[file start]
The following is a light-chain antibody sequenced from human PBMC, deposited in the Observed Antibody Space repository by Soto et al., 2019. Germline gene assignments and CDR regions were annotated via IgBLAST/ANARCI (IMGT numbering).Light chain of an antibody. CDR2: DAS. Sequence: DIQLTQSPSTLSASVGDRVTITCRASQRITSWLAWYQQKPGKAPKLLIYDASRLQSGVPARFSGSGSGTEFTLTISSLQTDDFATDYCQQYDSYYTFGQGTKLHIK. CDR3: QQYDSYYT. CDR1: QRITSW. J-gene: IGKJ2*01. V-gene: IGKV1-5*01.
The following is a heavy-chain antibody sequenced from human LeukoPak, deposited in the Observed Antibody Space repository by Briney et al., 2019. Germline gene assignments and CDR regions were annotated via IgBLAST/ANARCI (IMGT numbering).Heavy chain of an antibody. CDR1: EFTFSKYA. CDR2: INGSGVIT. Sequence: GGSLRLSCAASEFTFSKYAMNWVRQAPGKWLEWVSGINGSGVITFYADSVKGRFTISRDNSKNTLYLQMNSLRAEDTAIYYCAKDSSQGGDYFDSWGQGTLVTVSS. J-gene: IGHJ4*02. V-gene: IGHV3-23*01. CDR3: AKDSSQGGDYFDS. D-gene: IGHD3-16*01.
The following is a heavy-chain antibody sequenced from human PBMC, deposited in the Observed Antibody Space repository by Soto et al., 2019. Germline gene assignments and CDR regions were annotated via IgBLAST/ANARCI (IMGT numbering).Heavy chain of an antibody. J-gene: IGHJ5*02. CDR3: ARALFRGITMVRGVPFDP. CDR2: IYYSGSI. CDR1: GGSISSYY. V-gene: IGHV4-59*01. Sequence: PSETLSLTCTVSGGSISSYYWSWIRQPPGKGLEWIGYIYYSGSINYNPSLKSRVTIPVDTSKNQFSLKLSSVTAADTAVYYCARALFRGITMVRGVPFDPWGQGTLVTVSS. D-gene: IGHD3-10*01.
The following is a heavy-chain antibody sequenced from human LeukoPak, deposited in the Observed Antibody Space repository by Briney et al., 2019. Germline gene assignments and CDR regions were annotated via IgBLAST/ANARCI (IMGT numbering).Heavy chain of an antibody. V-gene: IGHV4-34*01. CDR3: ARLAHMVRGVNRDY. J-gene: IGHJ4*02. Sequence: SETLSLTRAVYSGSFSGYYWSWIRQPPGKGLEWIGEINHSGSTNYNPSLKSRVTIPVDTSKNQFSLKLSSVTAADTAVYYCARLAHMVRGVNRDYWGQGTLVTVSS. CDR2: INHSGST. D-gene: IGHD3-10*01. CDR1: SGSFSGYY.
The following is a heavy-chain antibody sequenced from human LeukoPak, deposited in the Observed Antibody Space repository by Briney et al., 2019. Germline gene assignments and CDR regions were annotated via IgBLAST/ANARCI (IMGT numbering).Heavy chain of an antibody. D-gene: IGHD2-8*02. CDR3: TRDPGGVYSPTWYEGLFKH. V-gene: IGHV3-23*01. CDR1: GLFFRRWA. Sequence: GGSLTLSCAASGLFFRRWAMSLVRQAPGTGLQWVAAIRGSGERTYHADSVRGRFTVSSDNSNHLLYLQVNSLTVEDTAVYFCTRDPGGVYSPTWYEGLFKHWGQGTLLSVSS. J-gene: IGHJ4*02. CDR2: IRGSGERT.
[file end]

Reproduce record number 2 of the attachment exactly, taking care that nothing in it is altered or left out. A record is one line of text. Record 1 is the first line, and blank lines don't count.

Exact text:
The following is a heavy-chain antibody sequenced from human LeukoPak, deposited in the Observed Antibody Space repository by Briney et al., 2019. Germline gene assignments and CDR regions were annotated via IgBLAST/ANARCI (IMGT numbering).Heavy chain of an antibody. CDR1: EFTFSKYA. CDR2: INGSGVIT. Sequence: GGSLRLSCAASEFTFSKYAMNWVRQAPGKWLEWVSGINGSGVITFYADSVKGRFTISRDNSKNTLYLQMNSLRAEDTAIYYCAKDSSQGGDYFDSWGQGTLVTVSS. J-gene: IGHJ4*02. V-gene: IGHV3-23*01. CDR3: AKDSSQGGDYFDS. D-gene: IGHD3-16*01.